The journals heretofore were kept in the Dartmouth archives since just before McKennan died in 1982. They were found by a former student, already typed up (the handwritten originals have never been located). Editors Mishler and William E. Simeone have allowed us a fascinating glimpse not only of an anthropologist at work, but the Native cultures he studied. At a time when most of the Natives had had very little contact with white culture. McKennan’s journals reflect cultures on the brink of transformation.

The journals are a “contemporary, postmodern sensibility that we now find more compelling than the original ethnographies. The field journals are written reflexively and critically in the first person. They are in a lively narrative form. And they openly reflect the author’s personal biases and inner feelings,” Mishler writes. Both the journals and the studies are important, Mishler continues, as the one represents the humanistic side of the anthropological tradition, the other showing the scientific tradition.

The book also contains numerous photos, most taken by McKennan during the course of his studies.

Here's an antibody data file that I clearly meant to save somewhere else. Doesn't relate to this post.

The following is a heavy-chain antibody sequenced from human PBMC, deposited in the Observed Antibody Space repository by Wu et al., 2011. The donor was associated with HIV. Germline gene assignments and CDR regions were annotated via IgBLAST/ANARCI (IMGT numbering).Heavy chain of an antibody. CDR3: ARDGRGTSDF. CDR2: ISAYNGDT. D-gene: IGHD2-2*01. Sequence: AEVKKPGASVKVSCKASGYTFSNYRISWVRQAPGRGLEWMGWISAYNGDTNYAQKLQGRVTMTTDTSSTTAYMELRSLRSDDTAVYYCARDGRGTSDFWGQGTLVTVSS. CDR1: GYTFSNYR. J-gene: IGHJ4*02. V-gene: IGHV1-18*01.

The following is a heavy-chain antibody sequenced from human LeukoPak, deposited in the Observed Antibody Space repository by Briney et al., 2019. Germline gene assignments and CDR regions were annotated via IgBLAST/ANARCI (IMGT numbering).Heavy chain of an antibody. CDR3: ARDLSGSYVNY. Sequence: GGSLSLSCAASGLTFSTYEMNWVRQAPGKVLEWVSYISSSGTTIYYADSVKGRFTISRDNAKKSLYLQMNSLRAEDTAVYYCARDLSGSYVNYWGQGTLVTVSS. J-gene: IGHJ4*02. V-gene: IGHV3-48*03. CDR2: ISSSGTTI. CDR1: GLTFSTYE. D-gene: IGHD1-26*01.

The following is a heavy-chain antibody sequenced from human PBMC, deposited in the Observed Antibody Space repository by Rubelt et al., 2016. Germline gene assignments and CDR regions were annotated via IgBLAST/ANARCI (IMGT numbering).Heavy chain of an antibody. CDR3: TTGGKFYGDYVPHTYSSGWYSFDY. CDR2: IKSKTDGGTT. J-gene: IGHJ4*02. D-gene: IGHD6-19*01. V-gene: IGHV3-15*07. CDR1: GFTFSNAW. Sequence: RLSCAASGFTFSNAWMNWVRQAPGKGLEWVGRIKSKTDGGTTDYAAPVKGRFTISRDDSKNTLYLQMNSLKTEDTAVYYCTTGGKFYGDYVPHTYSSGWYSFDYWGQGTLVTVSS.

McKennan’s first trip, to the Upper Tanana, took place between September 1929 and June 1930. He lived in tents and cabins, traveled by foot, horse and dogsled, and found himself sharing some of the same concerns as the Natives he studied, mostly in terms of food. Living as he did in the same isolated villages, McKennan found trading posts and stores few and far between. The tradition of sharing with visitors and the scarcity of provisions meant he often worried that he would run out of food. He did, however, take enthusiastically to the subsistence hunting lifestyle, and many of his entries document the great hunts he participated in, both with Natives and other white men.

The journals are compelling reading, as McKennan has a keen eye and witty pen. He details everything, from the state of his abodes to the stature and habits of his study subjects.

There is a map before each section, showing his journeys and the villages in which he stayed, allowing the reader to follow him in his journeys. The entries at first are introduced with both the day of the week and the date, but eventually the day is dropped and only the date remains.